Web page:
Vegans tend to be a vociferous minority frequently proselytizing consumers to their lifestyle. The question arises as to the proportion in the U.S. population that are respectively vegans and vegetarians. A 2017 study conducted by Nielsen yielded a value of three percent of the population regarding themselves as vegans with six percent as vegetarians. Concurrently, Gallup and Harris found three percent of the population self-characterizing as vegan during the period 2012 to 2018.

These figures would appear to be high in relation to a 2016 study in Britain which showed that only one percent of those surveyed never ate meat or animal products. The U.K. value is closer to studies conducted by Faunalytics which ascertained that only 0.5 percent of the U.S. population are true vegans with additional 3 to 4 percent as vegetarians.

Obviously the discrepancy between polls and detailed surveys relates to definition. Vegans exclude all meat, fish, dairy and egg products from their diets. Vegetarians generally eschew meat but consume eggs and dairy products. Flexitarians represent a class of consumers who move between omnivorous and vegetable-based diets.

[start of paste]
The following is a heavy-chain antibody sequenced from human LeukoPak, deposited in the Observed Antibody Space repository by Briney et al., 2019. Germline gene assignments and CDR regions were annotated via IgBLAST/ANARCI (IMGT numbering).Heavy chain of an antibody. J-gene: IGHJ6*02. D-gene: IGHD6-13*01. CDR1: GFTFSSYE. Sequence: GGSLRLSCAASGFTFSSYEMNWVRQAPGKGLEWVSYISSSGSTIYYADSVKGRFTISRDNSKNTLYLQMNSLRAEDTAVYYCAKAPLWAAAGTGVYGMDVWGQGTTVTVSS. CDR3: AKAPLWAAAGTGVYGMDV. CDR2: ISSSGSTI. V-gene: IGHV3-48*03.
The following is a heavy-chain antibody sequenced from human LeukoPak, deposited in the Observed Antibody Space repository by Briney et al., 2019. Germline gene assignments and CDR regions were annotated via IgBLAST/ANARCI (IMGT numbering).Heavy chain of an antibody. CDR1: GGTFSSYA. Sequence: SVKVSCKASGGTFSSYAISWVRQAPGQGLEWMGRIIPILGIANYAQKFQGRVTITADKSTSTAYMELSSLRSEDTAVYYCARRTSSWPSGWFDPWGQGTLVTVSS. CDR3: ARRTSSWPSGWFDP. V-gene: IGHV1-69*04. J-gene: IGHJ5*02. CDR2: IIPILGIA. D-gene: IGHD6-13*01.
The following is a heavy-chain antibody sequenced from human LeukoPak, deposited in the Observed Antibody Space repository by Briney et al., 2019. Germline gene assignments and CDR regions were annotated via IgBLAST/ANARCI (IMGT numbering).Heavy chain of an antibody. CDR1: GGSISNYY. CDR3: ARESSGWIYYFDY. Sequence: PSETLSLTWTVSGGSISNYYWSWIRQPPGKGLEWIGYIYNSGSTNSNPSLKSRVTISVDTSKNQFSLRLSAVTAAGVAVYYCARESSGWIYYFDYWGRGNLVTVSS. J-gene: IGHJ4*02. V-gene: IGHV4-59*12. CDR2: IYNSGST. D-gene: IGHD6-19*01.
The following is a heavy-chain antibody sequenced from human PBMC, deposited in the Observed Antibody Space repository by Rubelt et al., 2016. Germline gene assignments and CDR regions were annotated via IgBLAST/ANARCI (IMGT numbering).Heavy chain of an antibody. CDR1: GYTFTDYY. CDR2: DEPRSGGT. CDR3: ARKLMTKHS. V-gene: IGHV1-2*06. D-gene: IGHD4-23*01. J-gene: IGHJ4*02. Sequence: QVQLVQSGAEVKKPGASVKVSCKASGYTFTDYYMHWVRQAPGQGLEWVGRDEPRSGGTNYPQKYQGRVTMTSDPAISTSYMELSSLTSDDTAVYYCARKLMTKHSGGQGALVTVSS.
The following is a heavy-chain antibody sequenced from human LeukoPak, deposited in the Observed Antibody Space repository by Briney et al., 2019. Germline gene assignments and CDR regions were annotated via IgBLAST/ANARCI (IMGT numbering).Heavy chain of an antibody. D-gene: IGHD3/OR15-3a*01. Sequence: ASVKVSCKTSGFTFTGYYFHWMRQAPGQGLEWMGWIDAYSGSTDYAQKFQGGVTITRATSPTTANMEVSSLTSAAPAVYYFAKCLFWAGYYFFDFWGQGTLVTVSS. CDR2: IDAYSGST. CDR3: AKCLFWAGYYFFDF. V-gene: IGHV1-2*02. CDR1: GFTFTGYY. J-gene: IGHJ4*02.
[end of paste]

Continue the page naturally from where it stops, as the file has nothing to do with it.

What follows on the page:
The low proportion of true vegans and a fairly stable number of vegetarians belies the increase in consumption of food products designated “vegetarian”. Obviously consumers are purchasing vegetarian foods which are incorporated in a conventional omnivorous diet. The motivation for this practice has yet to be defined although companies such as Nestle which estimates that only a quarter of consumers purchasing vegetarian meals fall strictly into this category. Obviously some consumers classified as flexitarians consider that some welfare or sustainability objectives are satisfied by eating an occasional vegetarian meal, thereby, contributing to a feeling of self-satisfaction.

The subject of veganism reviewed by The Economist on October 13th characterizes responses elicited by surveys as “aspirational self-deception, terminological inexactitude or simply hypocrisy”.

In assessing the environmental impact of egg production, the carbon dioxide equivalent emission per ton of protein from eggs is approximately 25,000 tons per ton of protein compared to beef at 275,000 tons of carbon dioxide per ton of protein.